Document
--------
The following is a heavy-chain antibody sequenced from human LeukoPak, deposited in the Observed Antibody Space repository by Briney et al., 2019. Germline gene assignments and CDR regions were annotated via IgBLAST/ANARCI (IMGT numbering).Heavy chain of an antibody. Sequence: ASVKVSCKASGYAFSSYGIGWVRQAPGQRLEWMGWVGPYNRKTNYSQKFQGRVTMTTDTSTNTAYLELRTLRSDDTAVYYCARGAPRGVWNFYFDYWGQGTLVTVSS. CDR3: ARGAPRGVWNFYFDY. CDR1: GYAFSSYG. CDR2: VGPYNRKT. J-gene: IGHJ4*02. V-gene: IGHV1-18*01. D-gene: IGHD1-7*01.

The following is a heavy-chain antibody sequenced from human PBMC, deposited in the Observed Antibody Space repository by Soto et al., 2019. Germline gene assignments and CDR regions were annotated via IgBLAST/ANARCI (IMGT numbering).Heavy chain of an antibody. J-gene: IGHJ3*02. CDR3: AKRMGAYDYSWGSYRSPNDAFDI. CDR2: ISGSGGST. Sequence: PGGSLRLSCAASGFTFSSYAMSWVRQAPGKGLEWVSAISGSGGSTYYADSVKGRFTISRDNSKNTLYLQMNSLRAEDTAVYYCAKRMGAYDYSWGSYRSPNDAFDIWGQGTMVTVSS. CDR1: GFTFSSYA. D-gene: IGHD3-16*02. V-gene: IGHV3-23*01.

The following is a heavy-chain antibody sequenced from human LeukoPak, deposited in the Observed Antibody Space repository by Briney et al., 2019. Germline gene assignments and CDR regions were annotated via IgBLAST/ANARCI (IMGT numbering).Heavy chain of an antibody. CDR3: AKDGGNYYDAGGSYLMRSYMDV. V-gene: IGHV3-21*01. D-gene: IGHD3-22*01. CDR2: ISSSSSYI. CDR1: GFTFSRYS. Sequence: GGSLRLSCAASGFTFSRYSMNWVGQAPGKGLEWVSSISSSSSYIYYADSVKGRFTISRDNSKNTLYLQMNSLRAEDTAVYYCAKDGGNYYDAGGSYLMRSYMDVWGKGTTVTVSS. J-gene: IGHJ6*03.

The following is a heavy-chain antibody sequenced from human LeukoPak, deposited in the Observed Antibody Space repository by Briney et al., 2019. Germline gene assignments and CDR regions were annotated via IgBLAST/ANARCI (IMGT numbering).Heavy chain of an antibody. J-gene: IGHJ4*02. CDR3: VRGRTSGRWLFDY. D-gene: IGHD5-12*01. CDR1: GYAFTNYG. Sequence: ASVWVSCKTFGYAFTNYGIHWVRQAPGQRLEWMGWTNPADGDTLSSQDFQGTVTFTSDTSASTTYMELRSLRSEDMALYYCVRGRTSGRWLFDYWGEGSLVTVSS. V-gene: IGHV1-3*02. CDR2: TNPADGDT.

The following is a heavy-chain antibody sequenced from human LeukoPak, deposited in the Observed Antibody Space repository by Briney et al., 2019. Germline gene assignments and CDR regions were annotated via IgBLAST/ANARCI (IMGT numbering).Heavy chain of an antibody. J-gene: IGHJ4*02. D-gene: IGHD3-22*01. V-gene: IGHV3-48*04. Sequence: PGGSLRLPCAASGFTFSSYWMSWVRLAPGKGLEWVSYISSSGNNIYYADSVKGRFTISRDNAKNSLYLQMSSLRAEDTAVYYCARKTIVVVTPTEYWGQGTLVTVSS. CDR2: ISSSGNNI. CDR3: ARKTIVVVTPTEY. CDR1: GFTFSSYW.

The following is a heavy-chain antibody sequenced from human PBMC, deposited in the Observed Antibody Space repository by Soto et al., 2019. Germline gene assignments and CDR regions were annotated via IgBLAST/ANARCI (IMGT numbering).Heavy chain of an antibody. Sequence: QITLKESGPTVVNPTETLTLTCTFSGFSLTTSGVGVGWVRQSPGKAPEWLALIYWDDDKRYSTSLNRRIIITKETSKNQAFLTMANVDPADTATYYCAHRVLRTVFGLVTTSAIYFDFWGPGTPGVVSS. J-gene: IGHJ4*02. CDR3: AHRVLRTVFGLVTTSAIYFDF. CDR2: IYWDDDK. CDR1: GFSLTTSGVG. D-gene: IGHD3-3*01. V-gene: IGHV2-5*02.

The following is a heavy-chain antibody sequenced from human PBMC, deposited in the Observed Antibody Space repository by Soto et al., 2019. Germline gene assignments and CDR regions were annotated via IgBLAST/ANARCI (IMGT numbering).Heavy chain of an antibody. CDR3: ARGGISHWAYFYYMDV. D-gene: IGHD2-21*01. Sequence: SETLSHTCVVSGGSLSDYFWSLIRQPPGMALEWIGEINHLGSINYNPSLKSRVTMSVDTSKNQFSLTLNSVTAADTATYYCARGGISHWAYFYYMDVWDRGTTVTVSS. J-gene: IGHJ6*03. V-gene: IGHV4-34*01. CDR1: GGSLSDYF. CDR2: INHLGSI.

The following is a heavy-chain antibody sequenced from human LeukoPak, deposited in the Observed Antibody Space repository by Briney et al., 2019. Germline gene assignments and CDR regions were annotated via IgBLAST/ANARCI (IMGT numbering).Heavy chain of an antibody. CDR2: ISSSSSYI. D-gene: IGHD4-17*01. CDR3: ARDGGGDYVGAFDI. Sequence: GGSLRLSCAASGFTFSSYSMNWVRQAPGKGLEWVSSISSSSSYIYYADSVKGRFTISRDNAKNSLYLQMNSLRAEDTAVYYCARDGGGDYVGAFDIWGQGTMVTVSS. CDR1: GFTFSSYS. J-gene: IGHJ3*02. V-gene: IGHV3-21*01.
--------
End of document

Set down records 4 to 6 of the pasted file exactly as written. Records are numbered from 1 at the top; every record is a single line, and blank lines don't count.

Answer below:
The following is a heavy-chain antibody sequenced from human LeukoPak, deposited in the Observed Antibody Space repository by Briney et al., 2019. Germline gene assignments and CDR regions were annotated via IgBLAST/ANARCI (IMGT numbering).Heavy chain of an antibody. J-gene: IGHJ4*02. CDR3: VRGRTSGRWLFDY. D-gene: IGHD5-12*01. CDR1: GYAFTNYG. Sequence: ASVWVSCKTFGYAFTNYGIHWVRQAPGQRLEWMGWTNPADGDTLSSQDFQGTVTFTSDTSASTTYMELRSLRSEDMALYYCVRGRTSGRWLFDYWGEGSLVTVSS. V-gene: IGHV1-3*02. CDR2: TNPADGDT.

The following is a heavy-chain antibody sequenced from human LeukoPak, deposited in the Observed Antibody Space repository by Briney et al., 2019. Germline gene assignments and CDR regions were annotated via IgBLAST/ANARCI (IMGT numbering).Heavy chain of an antibody. J-gene: IGHJ4*02. D-gene: IGHD3-22*01. V-gene: IGHV3-48*04. Sequence: PGGSLRLPCAASGFTFSSYWMSWVRLAPGKGLEWVSYISSSGNNIYYADSVKGRFTISRDNAKNSLYLQMSSLRAEDTAVYYCARKTIVVVTPTEYWGQGTLVTVSS. CDR2: ISSSGNNI. CDR3: ARKTIVVVTPTEY. CDR1: GFTFSSYW.

The following is a heavy-chain antibody sequenced from human PBMC, deposited in the Observed Antibody Space repository by Soto et al., 2019. Germline gene assignments and CDR regions were annotated via IgBLAST/ANARCI (IMGT numbering).Heavy chain of an antibody. Sequence: QITLKESGPTVVNPTETLTLTCTFSGFSLTTSGVGVGWVRQSPGKAPEWLALIYWDDDKRYSTSLNRRIIITKETSKNQAFLTMANVDPADTATYYCAHRVLRTVFGLVTTSAIYFDFWGPGTPGVVSS. J-gene: IGHJ4*02. CDR3: AHRVLRTVFGLVTTSAIYFDF. CDR2: IYWDDDK. CDR1: GFSLTTSGVG. D-gene: IGHD3-3*01. V-gene: IGHV2-5*02.